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Phylum Mollusca > Class Gastropoda > Family Olividae
Common olive snail
Oliva oliva*
Family Olividae
updated Oct 2016

Where seen? This small bullet-shaped snail is actually not very commonly seen. It was seen once on Pulau Semakau. It is a burrowing snail and more often seen above the ground at night or with the incoming tide.

Features: 3-4cm. Shell thick heavy, cylindrical bullet-shaped with tall conical spire. White lip ends at less than half of the shell opening length. The glossy shell with a wide range of patterns and colours. The shell opening pinkish. The animal has a large beige body with brownish spots all over. A long siphon sticks out of the notch in the shell. It does not have an operculum.

Pulau Semakau, Aug 11

Tall conical spire.

White lip ends at less
than half the shell opening length.
Shell opening pinkish.

*Species are difficult to positively identify without close examination.
On this website, they are grouped by external features for convenience of display.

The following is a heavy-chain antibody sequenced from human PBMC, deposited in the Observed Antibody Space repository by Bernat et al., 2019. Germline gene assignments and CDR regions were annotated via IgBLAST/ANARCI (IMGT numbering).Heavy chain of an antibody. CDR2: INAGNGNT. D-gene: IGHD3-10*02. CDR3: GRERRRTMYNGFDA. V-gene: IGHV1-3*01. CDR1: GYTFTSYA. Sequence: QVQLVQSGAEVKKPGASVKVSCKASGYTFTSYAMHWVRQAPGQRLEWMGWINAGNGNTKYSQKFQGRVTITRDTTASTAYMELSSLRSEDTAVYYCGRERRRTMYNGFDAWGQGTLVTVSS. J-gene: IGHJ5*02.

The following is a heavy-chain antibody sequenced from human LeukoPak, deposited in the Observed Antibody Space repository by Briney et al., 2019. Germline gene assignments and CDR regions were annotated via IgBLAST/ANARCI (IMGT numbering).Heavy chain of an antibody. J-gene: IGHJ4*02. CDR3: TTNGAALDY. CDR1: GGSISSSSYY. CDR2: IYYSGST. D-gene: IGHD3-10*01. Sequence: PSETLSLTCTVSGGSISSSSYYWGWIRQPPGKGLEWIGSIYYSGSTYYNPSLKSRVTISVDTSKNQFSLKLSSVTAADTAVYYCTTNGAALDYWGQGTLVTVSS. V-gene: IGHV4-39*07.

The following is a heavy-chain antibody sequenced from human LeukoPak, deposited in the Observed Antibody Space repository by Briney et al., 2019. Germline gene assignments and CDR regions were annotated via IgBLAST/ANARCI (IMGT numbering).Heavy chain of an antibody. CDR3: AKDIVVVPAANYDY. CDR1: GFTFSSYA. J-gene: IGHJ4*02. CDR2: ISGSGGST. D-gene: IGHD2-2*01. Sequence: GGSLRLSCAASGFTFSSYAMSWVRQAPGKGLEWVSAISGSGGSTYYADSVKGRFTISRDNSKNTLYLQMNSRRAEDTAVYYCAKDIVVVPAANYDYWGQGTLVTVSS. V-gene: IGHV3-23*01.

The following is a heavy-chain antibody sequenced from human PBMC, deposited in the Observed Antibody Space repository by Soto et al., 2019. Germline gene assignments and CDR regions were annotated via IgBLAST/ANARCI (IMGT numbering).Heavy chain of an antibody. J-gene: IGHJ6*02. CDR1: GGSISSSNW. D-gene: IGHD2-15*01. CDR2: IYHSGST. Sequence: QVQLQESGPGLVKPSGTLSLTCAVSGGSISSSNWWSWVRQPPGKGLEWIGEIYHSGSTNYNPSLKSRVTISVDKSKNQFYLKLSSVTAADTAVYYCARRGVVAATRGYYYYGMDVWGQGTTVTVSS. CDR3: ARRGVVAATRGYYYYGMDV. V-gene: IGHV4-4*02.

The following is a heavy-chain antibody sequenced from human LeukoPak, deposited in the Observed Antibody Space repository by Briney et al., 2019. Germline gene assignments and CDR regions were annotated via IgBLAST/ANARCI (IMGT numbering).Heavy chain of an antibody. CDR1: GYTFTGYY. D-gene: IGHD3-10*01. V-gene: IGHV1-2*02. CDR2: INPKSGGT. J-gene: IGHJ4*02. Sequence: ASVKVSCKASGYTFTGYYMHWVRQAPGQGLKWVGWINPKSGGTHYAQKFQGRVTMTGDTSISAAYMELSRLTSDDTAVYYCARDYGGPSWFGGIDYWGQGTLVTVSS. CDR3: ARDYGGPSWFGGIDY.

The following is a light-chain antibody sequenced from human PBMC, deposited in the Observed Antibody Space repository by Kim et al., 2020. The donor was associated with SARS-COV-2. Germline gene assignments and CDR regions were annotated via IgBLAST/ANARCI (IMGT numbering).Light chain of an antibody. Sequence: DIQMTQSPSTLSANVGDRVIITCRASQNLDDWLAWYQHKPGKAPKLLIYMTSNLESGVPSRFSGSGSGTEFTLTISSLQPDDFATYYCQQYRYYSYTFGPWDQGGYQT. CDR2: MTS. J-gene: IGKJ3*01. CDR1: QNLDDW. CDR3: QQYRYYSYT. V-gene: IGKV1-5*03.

Common olive snails on Singapore shores

Photos of Common olive snails for free download from wildsingapore flickr

Distribution in Singapore on this wildsingapore flickr map


Changi, Apr 13
Photo shared by Marcus Ng on flickr.
   

Links
  • Common olive (Oliva oliva) on SeaLife Base: Technical fact sheet and photo.
  • Family Olividae on The Gladys Archerd Shell Collection at Washington State University Tri-Cities Natural History Museum website: brief fact sheet on moon snails with photos.
  • Family Olividae in the Gastropods section by J.M. Poutiers in the FAO Species Identification Guide for Fishery Purposes: The Living Marine Resources of the Western Central Pacific Volume 1: Seaweeds, corals, bivalves and gastropods on the Food and Agriculture Organization of the United Nations (FAO) website.

References

  • Tan Siong Kiat and Henrietta P. M. Woo, 2010 Preliminary Checklist of The Molluscs of Singapore (pdf), Raffles Museum of Biodiversity Research, National University of Singapore.
  • Abbott, R. Tucker, 1991. Seashells of South East Asia. Graham Brash, Singapore. 145 pp.
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